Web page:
Looks matter and first impressions count! So to pique the interest of potential buyers, refresh your home’s exterior and boost the curb appeal with new siding. In-the-know design pros are choosing cypress siding for the upgrade. It looks great and can last a lifetime, no matter what Mother Nature might have in store.
“Cypress siding offers the complete package,” says Zack Rickman of the Southern Cypress Manufacturers Association. “It’s not only beautiful, it offers proven outdoor performance by naturally repelling insects—like termites and carpenter bees—and minimizing decay, chemical corrosion, and other damaging elements.”
Wood siding offers a timeless look that is often imitated, but never really duplicated. And while there are many siding products to choose from, homebuilder Stephen Ellis, MGB Fine Custom Homes of Sarasota, Florida, chooses cypress. And for good reasons!
“Often we clad our homes entirely in cypress,” he says. “It’s a material we enjoy working with because it’s dimensionally stable and holds up well in our humid, coastal environment. And it’s locally sourced, which is something homeowners are valuing now more than ever. Ultimately, the decision comes down to the architectural style of the home, maintenance, and cost. I do my best to help homeowners make an informed decision based on their goals.”
When it comes to picking a siding style, cypress is available in all the popular patterns, like traditional bevel or modern shiplap. Yet in Ellis’ area, he’s seeing a different trend. “These days, we’re putting up a lot of board and batten,” he says. “It’s always been popular for farm houses, but it looks great on beach homes and complements the casual, relaxing vibe.”
Expert advice about finishing options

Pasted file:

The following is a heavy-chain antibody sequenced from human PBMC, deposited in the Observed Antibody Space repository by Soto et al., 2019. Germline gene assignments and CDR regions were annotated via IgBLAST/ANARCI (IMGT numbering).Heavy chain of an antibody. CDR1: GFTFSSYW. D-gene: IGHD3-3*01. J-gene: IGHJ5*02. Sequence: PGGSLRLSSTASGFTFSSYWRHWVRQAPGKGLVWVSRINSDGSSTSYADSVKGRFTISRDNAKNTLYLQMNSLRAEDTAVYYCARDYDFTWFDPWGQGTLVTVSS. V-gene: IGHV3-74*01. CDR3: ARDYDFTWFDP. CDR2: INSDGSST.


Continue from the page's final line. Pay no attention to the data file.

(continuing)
“If you’re drawn to cypress’ natural honey-like hues and want to enhance the natural richness of its color and grain pattern, focus on semi-transparent, oil-based stains,” Rickman advises. “These products provide superior protection because they penetrate the wood and allow it to breathe, whereas water-based stains sit on the surface and are prone to peeling and cracking.”
If a cleaner, solid color look is more your style, Rickman says 100 percent acrylic latex paint, with a compatible primer, is the way to go to ensure cypress’ best performance.
Architect John Harrison Jones, Memphis, Tennessee, says some of his clients prefer the weathered wood look. “It’s contextual to our region and environment,” he says. “And while cypress is naturally decay and water resistant, I still recommend applying a water-repellent sealer to provide added protection. Some products include an ultraviolet light inhibitor to block the sun’s rays and prevent premature graying. Nevertheless, cypress will weather to a light gray patina over time.
“If you want the weathered look now, consider applying a bleaching stain with a subtle gray tint. But, be careful not to
apply too much because it can get too light. Test it out on a piece of scrap wood first.”
Whichever finish you choose, Rickman recommends to always apply stain, primer, or sealer to all sides and edges of the boards. “This will protect the wood from moisture and prevent problems down the road,” he says. “And perhaps most importantly, make sure to follow the finish manufacturer’s instructions.”